Faced with a simmering fury in the country, Iran’s leaders on Wednesday abruptly softened their stance toward street protests that are believed to have left hundreds of civilians dead last month, the most lethal crackdown since the 1979 revolution.
The change, led by Supreme Leader Ayatollah Ali Khamenei and President Hassan Rouhani, signaled that the hierarchy was scrambling to manage resentment worsened by a brutal suppression of protests throughout the country after gasoline prices were increased by at least 50 percent without warning on Nov. 15.
The authorities shut down the internet for 10 days and deployed security forces to quell the unrest, including through the use of firearms. Unofficial accountings have said between 180 and 450 people were killed — figures that the government has disputed as baseless or speculative. But it has not provided a confirmed total.
Mr. Khamenei, who previously had denounced the protesters as rioters, thugs, monarchists and enemy agents, called on the judiciary to show “Islamic mercy” and draw a distinction between people who had demonstrated against the gasoline prices and those who had pillaged and burned public property.
In what appeared to be another significant concession, Mr. Khamenei said he had approved the term “martyr” to be used for citizens who were “caught in crossfire and riots and died without playing any role in instigating them,” according to the official Islamic Republic News Agency. Martyr is among the highest honors bestowed posthumously on loyal servants of the Islamic Republic.
Mr. Rouhani announced the formation of a committee, consisting of the ministers of interior and justice and his legal adviser, to investigate the unrest and propose compensation for Iranians who lost loved ones or suffered financial loss.
Political analysts said the measures suggested that Mr. Khamenei may now believe he miscalculated the effects of a tough response on angry citizens increasingly weary of economic deprivations.
“They are adding that money, paying money to calm them down,” said Rasool Nafisi, an Iranian academic and publisher in the United States. He called it “a very important step, because Khamenei’s view is that you should not yield to protests.”
Expressions of anger in Iran over the crackdown have proliferated, particularly since the internet blackout was eased starting last week. Some have drawn an analogy between the shooting of protesters and a deadly crackdown in 1978 by government forces that helped precipitate the downfall of Shah Mohammed Reza Pahlavi a year later.
The popularity of Mr. Rouhani’s government and his political party may have been significantly weakened in the aftermath of the protests. Both supporters and opponents criticized him for what they called his mismanagement of the gasoline price increase, the suppression of the protests and an apparent indifference to the pain the uproar had caused ordinary people.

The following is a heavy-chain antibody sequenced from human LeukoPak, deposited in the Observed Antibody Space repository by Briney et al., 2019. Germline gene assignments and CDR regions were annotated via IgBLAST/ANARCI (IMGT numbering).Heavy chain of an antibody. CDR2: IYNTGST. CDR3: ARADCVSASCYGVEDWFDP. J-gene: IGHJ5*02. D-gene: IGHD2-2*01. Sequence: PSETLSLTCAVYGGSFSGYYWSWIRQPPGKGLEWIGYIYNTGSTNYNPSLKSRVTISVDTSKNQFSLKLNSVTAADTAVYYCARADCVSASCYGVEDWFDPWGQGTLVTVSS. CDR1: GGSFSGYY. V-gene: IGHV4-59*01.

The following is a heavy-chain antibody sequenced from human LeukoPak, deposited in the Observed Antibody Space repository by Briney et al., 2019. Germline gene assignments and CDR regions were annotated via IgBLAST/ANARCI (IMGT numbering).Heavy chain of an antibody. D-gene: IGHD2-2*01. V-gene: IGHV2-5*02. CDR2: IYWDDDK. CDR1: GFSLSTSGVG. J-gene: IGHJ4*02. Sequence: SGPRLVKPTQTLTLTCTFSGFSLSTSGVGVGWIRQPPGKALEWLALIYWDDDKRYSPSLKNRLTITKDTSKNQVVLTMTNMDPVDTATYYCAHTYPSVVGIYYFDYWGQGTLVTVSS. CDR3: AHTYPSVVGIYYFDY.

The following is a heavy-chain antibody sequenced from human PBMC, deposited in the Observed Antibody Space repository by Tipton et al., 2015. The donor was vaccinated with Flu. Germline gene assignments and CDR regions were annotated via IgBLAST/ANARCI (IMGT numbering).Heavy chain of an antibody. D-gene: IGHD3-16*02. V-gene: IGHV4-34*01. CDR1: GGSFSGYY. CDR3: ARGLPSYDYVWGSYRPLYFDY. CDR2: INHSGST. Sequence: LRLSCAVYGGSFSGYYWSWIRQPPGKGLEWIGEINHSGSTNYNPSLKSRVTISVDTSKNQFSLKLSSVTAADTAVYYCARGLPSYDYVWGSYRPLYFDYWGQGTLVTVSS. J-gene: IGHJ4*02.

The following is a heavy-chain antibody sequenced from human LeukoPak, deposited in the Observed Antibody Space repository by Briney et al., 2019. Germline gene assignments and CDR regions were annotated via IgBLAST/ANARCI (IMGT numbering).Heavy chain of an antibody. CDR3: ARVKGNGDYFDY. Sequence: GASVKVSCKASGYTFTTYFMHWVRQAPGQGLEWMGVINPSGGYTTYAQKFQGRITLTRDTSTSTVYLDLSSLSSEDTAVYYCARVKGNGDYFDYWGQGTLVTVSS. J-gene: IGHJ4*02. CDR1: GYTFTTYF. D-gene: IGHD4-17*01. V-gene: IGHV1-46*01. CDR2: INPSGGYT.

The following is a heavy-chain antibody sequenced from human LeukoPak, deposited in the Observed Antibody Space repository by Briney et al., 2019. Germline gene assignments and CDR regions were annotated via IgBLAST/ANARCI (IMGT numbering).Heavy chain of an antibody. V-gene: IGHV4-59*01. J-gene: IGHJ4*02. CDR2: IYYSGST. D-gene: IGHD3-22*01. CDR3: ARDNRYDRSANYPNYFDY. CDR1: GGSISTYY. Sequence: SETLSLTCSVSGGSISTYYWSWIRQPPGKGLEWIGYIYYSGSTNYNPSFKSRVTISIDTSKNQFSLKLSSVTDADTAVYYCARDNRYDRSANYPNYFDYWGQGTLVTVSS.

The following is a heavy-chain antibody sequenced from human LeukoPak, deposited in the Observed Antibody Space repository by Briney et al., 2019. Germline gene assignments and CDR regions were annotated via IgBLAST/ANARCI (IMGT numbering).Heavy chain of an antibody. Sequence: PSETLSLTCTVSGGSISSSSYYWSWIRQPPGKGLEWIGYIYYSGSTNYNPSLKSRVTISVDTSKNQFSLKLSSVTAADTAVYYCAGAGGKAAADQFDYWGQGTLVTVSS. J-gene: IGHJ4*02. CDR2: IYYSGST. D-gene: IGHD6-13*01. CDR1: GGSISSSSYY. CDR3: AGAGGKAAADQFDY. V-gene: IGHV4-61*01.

“We voted for the government of wisdom and hope,’’ said Mohamad Ali Abtahi, a prominent politician from the reform movement, in a statement posted on his Telegram channel. “This government that spilled the blood of our youth and made everyone hopeless is not the same one we elected.’’
Gholamhossein Karbaschi, a former mayor of Tehran and head of a reformist political party, said in a Twitter message that Mr. Rouhani’s conduct in the aftermath of the unrest had left him “ashamed” of having ever supported him. “There isn’t an ounce of justice or wisdom,” he said of Mr. Rouhani and his government’s handling of the crisis.
The protests struck as Iranians are dealing with an acute economic crisis caused in part by sanctions imposed by President Trump last year after he repudiated the nuclear agreement between Iran and major powers. Mr. Rouhani was a major proponent of that agreement, which limited Iran’s nuclear work in exchange for sanctions relief.
Mr. Trump called the agreement too weak and said the tough sanctions — which have deeply cut Iran’s oil exports — were part of his “maximum pressure” campaign to force Iran to renegotiate the agreement.
Mr. Rouhani has repeatedly rebuffed Mr. Trump’s offers to talk while the sanctions remain in place. Mr. Khamenei has forbid any negotiations with the Americans and told Iranians they must prepare for a protracted period of hardship.
But on Wednesday, Mr. Rouhani teased that negotiations with Mr. Trump were still possible and that if the United States lifted the sanctions the two heads of states could meet “in one hour.”
In another development that suggested Iran was trying to find ways to communicate with Mr. Trump, Abbas Araghchi, Iran’s deputy foreign minister, paid a visit this week to Japan, which has previously offered itself as a go-between with the United States.
“The fact that Aragchi is now trying to get Japan to maybe mediate is an indication that maybe Khamenei might be open to negotiate,” said Abbas Milani, director of Iranian Studies at Stanford University. He also said the protests in Iran may have persuaded Mr. Khamenei that he had waited too long to resolve the sanctions and the economic pressure they have placed on Iran.